Wednesday, 23 October 2019

Questions (8, 9, 10, 11, 12, 13, 14, 15, 16, 17)

Micheál Martin

Question:

8. Deputy Micheál Martin asked the Taoiseach the conversations he has had with the UK Prime Minister since 8 October 2019; and if he subsequently met him, the issues that were discussed. [41956/19]

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Brendan Howlin

Question:

9. Deputy Brendan Howlin asked the Taoiseach if he will report on his telephone conversation with the UK Prime Minister. [41977/19]

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Richard Boyd Barrett

Question:

10. Deputy Richard Boyd Barrett asked the Taoiseach if he will report on his meeting with the UK Prime Minister in the week of 7 October 2019. [42161/19]

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Micheál Martin

Question:

11. Deputy Micheál Martin asked the Taoiseach if the proposed veto was discussed when he met with the UK Prime Minister in Liverpool; and the rationale for same. [42309/19]

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Micheál Martin

Question:

12. Deputy Micheál Martin asked the Taoiseach if a timeline on the backstop was discussed when he met the UK Prime Minister; and the response that he gave. [42310/19]

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Micheál Martin

Question:

13. Deputy Micheál Martin asked the Taoiseach if he has spoken with the UK Prime Minister since the EU Council meeting on 17 and 18 October 2019; and if so, the matters that were discussed regarding Brexit and the Northern Assembly. [43222/19]

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Paul Murphy

Question:

14. Deputy Paul Murphy asked the Taoiseach if he will report on the engagements he has had with the UK Prime Minister. [43229/19]

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Joan Burton

Question:

15. Deputy Joan Burton asked the Taoiseach if he will report on his conversations with the UK Prime Minister since 8 October 2019. [43264/19]

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Mary Lou McDonald

Question:

16. Deputy Mary Lou McDonald asked the Taoiseach if he will report on his most recent engagement with the UK Prime Minister. [43409/19]

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Micheál Martin

Question:

17. Deputy Micheál Martin asked the Taoiseach the status of the withdrawal treaty; and if he has spoken with the UK Prime Minister since the October 2019 European Council meeting. [43597/19]

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Oral answers (10 contributions) (Question to Taoiseach)

I propose to take Questions Nos. 8 to 17, inclusive, together

I spoke by phone with Prime Minister Johnson on Saturday, 19 October after the day's events in Westminster following which the UK requested an extension to the Article 50 process. I did not have any scheduled bilateral meeting with Prime Minister Johnson at the European Council meeting on 19 October but, of course, I did see him along with other EU Heads of State and Government at the Council.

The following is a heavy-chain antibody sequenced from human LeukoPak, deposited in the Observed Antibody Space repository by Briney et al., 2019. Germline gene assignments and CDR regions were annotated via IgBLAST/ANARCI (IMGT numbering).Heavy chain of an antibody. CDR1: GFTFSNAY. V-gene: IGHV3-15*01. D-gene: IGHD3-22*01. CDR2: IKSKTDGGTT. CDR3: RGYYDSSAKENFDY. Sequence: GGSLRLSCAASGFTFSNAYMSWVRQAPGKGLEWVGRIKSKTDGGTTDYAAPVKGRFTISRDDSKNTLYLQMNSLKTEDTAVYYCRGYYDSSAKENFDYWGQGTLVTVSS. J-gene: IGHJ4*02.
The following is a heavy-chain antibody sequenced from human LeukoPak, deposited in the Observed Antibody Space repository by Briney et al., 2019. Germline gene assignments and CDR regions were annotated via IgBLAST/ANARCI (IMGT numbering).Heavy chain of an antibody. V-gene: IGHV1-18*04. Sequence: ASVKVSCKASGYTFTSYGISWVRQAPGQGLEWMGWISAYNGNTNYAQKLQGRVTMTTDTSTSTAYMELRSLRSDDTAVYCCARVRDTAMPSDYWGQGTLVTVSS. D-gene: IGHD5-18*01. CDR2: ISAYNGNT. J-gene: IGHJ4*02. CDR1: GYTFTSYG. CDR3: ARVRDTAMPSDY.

I welcome the draft withdrawal agreement reached between the EU and the British Government. It is a good agreement allowing the UK to leave the European Union in an orderly fashion with a transition period running to the end of 2020, and perhaps as long as 2022, which is very important tor businesses and citizens across the EU and UK. It also creates a unique solution for Northern Ireland recognising the unique history and geography of Northern Ireland. It ensures that there is no hard border between North and South, that the all-island economy can continue to develop and it protects the Single Market and our place in it. There will not be any further changes to the withdrawal agreement agreed between the EU and the UK last week and on both sides, we wish to see the process move forward.

While I would consider the risk of a no-deal Brexit on 31 October to be relatively remote, we nonetheless must continue to prepare for it.

Before the Council meeting, I spoke by phone with Prime Minister Johnson the previous day, 16 October, when we discussed the position at that time. Previously, I met with Prime Minister Johnson in Cheshire on 10 October. We had detailed and constructive discussions on the situation at that time, which concentrated on the challenges of customs and consent. We also discussed the potential to strengthen bilateral relations, including on Northern Ireland. We agreed to reflect further on our discussions and that officials would continue to engage intensively on them. Following our discussions, I consulted with the EU task force and the UK Brexit Secretary and I met Michel Barnier the following morning. I am pleased to state that on foot of those engagements, negotiations got under way between the UK and the EU task force led by Mr. Barnier, which ultimately resulted in the agreement being reached by the EU 27 member states on Thursday, 17 October.

Given the number of questioners, I must insist that Members stick to the allocated time. I call Deputy Calleary.

I wish to acknowledge the huge work that went in on Ireland's part, including that of the Taoiseach, to get to that agreement. In the context of the Taoiseach's most recent discussions with the Prime Minister, what was his assessment of the events yesterday? Has the Taoiseach tabled or had conversations around the institutions at Stormont and their relevance and role in this new agreement?